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California fires: Goats help save Ronald Reagan Presidential Library

A brown goat bites down on some dry shrubbery Image copyright Getty Images
Image caption A goat grazes in South Pasadena last month as part of fire prevention efforts

A hungry herd of 500 goats has helped save the Ronald Reagan Presidential Library from the California wildfires.

In May, the library hired the goats to clear flammable scrub surrounding the complex as a preventative measure.

The goats ate the brush, creating a fire break that slowed the flames and gave firefighters extra time to react.

The library near Los Angeles was threatened by the Easy Fire, the latest in a spate of fires causing evacuations and power cuts across the state.

The caprine contractors included Vincent van Goat, Selena Goatmez and Goatzart. They helped save exhibits including an Air Force One jet and a piece of the Berlin Wall.

"We were told by one of the firefighters that they believe that fire break made their job easier," Melissa Giller, a library spokeswoman, told Reuters.

A group of goats standing on a hillside Image copyright Getty Images
Image caption Goat grazing is one way of removing highly flammable brush

The goats were hired from a local company - 805 Goats - to clear around 13 acres of land.

Scott Morris started the company last November and charges around $1,000 (£771) per acre of land.

As California continues to have more wildfires, Mr Morris says he will need to double his herd to meet demand.

Another large southern California institution - the Getty Museum in Los Angeles - was also protected this week by scrub-clearing work carried out by staff.

Two women wearing protective masks carry a small goat Image copyright Getty Images
Image caption Goats from a ranch near the Reagan Library were also rescued from the Easy Fire

What has happened to animals caught in the path of fires?

Ranchers and volunteers have been scrambling to evacuate farm animals, carrying them away on trailers, dropping them somewhere safe, and then turning around to rescue more.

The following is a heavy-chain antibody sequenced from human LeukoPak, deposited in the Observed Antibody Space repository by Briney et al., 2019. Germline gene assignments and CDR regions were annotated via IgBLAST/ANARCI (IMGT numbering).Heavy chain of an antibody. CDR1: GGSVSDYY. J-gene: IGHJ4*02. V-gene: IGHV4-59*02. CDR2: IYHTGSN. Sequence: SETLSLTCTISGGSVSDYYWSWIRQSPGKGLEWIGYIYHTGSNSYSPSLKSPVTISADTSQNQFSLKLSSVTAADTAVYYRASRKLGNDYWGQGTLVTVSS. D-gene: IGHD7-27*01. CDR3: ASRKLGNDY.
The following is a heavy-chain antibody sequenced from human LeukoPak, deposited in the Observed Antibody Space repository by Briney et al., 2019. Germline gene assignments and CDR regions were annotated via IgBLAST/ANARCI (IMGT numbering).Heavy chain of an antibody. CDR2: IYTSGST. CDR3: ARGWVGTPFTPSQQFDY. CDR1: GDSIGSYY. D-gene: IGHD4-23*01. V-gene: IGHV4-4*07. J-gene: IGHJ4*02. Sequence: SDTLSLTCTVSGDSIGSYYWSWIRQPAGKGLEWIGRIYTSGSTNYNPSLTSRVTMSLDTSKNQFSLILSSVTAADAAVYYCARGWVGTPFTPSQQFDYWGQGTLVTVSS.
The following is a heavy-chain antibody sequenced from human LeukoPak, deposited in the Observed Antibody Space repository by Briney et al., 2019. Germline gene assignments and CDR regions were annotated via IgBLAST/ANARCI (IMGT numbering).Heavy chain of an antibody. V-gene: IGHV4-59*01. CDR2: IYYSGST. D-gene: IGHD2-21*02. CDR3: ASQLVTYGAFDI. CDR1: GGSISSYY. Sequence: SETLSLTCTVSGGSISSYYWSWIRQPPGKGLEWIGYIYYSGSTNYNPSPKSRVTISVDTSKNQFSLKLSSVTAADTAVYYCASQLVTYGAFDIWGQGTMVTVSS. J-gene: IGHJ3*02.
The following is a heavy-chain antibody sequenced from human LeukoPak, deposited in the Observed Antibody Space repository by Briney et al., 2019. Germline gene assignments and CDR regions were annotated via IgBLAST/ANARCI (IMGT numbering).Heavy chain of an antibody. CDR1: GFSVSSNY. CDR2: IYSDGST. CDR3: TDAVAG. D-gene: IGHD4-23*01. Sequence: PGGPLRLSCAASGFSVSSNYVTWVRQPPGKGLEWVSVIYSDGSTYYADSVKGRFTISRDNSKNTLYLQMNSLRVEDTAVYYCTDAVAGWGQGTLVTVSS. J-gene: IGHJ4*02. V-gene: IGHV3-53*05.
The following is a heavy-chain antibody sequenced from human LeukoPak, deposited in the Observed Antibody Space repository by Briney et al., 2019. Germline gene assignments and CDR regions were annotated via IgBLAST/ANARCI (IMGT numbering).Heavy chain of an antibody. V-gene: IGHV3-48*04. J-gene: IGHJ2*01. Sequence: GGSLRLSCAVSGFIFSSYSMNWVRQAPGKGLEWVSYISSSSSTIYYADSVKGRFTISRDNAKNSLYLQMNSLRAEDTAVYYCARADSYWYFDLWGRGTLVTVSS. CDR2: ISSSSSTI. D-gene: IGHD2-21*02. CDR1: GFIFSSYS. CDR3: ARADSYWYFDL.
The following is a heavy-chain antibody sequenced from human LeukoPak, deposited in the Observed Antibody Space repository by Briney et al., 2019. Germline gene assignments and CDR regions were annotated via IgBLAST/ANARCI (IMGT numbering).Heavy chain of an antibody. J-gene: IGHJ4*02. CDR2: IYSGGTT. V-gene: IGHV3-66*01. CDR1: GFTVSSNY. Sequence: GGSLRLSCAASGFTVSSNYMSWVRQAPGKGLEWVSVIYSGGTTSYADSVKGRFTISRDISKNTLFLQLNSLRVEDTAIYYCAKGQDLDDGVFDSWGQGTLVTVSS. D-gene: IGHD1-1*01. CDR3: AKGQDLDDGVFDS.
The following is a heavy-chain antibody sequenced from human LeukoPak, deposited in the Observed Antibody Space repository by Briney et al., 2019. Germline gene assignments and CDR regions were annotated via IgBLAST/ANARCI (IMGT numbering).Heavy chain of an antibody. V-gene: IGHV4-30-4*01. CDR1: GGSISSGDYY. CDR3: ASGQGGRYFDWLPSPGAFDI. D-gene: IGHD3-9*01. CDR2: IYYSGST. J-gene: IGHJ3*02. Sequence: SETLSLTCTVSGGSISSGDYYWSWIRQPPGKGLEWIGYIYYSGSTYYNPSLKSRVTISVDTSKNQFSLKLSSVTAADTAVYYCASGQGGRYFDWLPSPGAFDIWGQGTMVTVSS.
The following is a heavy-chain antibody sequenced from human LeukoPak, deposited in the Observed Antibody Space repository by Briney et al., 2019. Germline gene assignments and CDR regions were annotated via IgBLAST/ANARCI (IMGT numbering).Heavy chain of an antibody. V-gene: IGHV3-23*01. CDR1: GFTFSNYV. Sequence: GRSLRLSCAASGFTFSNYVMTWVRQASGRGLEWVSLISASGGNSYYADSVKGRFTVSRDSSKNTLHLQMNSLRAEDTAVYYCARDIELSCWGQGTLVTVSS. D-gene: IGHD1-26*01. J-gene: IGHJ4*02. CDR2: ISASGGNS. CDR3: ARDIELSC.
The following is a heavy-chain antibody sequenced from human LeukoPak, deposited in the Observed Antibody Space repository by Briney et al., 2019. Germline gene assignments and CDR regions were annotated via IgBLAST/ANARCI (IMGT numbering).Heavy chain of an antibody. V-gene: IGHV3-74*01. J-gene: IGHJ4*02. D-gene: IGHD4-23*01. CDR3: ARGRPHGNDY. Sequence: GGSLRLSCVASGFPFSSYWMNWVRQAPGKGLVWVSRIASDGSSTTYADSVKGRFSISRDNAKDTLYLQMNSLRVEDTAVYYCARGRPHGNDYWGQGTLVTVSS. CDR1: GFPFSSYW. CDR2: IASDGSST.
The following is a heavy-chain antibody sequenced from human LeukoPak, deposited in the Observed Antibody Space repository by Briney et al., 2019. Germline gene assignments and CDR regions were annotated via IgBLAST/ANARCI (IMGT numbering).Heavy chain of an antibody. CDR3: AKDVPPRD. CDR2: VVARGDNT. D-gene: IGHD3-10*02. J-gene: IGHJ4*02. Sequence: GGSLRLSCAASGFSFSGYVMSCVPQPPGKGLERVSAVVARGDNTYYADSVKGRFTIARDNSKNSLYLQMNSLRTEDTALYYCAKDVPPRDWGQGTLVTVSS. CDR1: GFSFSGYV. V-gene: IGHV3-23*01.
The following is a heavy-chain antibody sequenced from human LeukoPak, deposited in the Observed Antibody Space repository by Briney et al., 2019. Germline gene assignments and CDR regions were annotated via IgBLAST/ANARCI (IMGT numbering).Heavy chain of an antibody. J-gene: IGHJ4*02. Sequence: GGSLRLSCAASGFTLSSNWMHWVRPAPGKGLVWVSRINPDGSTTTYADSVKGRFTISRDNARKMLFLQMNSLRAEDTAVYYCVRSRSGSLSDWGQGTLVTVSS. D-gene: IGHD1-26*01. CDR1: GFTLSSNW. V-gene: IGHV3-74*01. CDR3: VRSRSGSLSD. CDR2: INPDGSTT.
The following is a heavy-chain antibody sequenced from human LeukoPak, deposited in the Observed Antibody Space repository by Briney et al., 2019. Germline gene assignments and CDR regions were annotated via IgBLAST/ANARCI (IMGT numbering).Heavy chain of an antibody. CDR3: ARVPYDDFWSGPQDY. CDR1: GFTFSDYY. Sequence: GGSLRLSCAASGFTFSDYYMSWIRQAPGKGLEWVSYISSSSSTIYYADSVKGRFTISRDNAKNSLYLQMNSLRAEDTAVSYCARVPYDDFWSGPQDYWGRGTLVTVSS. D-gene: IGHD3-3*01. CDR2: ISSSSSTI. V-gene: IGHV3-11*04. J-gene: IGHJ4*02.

In some cases, when the flames move too quickly for trailer rescues, the animals are simply let loose in the hope they can escape on their own and be recovered later.

A horse bucks up onto his hind legs as handlers try to guide him into the trailer Image copyright Getty Images
Image caption People attempt to load a frightened horse into a trailer in Canyon Country
A man leads a horse on a rope through a field of smoke and small flames Image copyright EPA
Image caption Ranches north of Los Angeles were evacuated as the Easy Fire spread

Along with their owners, pets have been displaced from their homes too, with many animals killed or lost.

The Pet Rescue and Reunification Facebook group - dedicated to helping reunite pets with their owners - is flooded with pictures of animals missing amid the fires.

Several shelters under threat of fires have also had to evacuate animals.

A women with her face covered to prevent breathing in smoke walks with two dogs on leash and a small animal crate in hand Image copyright Getty Images
Image caption A resident of Canyon Country evacuates her home with her pets
A woman is knitting beside her large brown dog Image copyright AFP
Image caption Budweiser and his owners, Sheila and John Pereira, are staying in a trailer in a Walmart parking lot after fleeing the Kincade fire

Of the more than ten active wildfires raging in California, the Kincade Fire in the north of the state is the largest, with more than 76,000 acres burned so far.

The governor has declared a state-wide emergency.

Spokes hangs over five llamas in a field Image copyright Getty Images
Image caption Llamas stand in smoke from the Kincade Fire

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